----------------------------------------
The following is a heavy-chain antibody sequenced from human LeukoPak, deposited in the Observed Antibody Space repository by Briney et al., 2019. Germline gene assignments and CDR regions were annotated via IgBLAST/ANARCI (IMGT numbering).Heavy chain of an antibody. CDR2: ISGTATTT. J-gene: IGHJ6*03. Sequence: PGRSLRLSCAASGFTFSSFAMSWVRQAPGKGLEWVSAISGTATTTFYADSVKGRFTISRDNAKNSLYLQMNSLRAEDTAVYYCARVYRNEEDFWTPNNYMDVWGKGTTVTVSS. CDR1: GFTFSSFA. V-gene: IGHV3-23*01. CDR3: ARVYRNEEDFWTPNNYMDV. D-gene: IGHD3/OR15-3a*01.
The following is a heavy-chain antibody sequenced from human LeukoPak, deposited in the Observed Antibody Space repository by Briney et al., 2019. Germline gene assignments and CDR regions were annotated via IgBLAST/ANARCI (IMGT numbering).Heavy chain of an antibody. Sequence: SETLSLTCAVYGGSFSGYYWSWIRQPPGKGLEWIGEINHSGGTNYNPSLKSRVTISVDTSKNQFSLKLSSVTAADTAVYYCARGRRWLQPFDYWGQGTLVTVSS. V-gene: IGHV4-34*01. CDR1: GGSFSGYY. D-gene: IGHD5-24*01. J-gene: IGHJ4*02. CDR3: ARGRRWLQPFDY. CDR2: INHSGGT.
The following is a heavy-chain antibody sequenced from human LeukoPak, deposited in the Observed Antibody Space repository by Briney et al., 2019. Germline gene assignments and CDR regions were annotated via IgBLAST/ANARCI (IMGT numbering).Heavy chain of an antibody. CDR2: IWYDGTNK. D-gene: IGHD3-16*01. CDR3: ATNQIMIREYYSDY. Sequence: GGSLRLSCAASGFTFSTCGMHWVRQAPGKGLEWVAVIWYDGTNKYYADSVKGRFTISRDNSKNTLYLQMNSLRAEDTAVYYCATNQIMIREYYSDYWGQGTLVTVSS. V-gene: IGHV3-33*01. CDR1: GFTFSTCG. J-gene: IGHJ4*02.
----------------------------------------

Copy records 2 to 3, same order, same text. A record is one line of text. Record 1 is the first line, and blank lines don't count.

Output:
The following is a heavy-chain antibody sequenced from human LeukoPak, deposited in the Observed Antibody Space repository by Briney et al., 2019. Germline gene assignments and CDR regions were annotated via IgBLAST/ANARCI (IMGT numbering).Heavy chain of an antibody. Sequence: SETLSLTCAVYGGSFSGYYWSWIRQPPGKGLEWIGEINHSGGTNYNPSLKSRVTISVDTSKNQFSLKLSSVTAADTAVYYCARGRRWLQPFDYWGQGTLVTVSS. V-gene: IGHV4-34*01. CDR1: GGSFSGYY. D-gene: IGHD5-24*01. J-gene: IGHJ4*02. CDR3: ARGRRWLQPFDY. CDR2: INHSGGT.
The following is a heavy-chain antibody sequenced from human LeukoPak, deposited in the Observed Antibody Space repository by Briney et al., 2019. Germline gene assignments and CDR regions were annotated via IgBLAST/ANARCI (IMGT numbering).Heavy chain of an antibody. CDR2: IWYDGTNK. D-gene: IGHD3-16*01. CDR3: ATNQIMIREYYSDY. Sequence: GGSLRLSCAASGFTFSTCGMHWVRQAPGKGLEWVAVIWYDGTNKYYADSVKGRFTISRDNSKNTLYLQMNSLRAEDTAVYYCATNQIMIREYYSDYWGQGTLVTVSS. V-gene: IGHV3-33*01. CDR1: GFTFSTCG. J-gene: IGHJ4*02.